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Listings: 1 to 17 of 17
1.  
Lineal Descendant: being in the direct line of descent from an ancestor.
2.  
Consanguinity is a term meaning blood relationship.
3.  
Cousin: in early American history, a cousin was a relative by blood or marriage of any degree outside the immediate family.
4.  
An ancestor is a person from whom you are descended.
5.  
A descendant is a person who is descended from an ancestor.
6.  
A common ancestor is the mutual ancestor of two or more persons.
7.  
A collateral relative is someone with whom you share a common ancestor but who is not in your direct line.
8.  
Daughter-in-Law: in early American history, a daughter-in-law could be a step-daughter or the wife of a son.
9.  
Son-in-Law: in early American history, a son-in-law referred to either a step-son or the husband of a daughter.
10.  
Son-in-Law: in early American history, a son-in-law referred to either a step-son or the husband of a daughter.
11.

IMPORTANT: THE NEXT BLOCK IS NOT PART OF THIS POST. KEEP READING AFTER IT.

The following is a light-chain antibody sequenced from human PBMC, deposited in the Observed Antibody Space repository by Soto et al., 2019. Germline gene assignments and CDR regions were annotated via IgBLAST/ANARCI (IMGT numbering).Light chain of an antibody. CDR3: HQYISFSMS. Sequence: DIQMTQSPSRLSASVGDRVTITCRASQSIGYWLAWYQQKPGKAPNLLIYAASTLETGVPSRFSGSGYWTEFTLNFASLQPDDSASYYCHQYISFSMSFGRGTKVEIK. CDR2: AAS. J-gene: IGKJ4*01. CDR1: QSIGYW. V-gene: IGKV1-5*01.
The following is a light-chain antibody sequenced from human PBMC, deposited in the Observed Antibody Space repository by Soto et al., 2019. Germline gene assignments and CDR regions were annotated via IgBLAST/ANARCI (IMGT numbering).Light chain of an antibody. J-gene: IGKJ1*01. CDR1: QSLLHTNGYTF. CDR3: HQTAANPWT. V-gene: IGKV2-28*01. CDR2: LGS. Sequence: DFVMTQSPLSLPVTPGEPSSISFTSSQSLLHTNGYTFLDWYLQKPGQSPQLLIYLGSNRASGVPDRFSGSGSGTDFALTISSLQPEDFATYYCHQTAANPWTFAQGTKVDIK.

The use of the terms "Junior" and "Senior" did not always mean the "son of" or "father of." Sometimes it referred to the younger and elder of two persons with the same name living in the same locality. It might also refer to uncle and nephew.
12.  
Relict: refers to a widow or widower.
13.  
Uxor: refers to a widow or widower.
14.  
First cousins are the people in your family who have two of the same grandparents as you. They are the children of your aunts and uncles.
15.  
Third cousins have the same great-great-grandparents as you.
16.  
Fourth cousins have the same great-great-great grandparents as you.
17.  
When the word "removed" is used to describe a relationship, it indicates that the two people are from different generations. The words "once removed" mean that there is a difference of one generation. "Twice removed" means that there is a two-generation difference.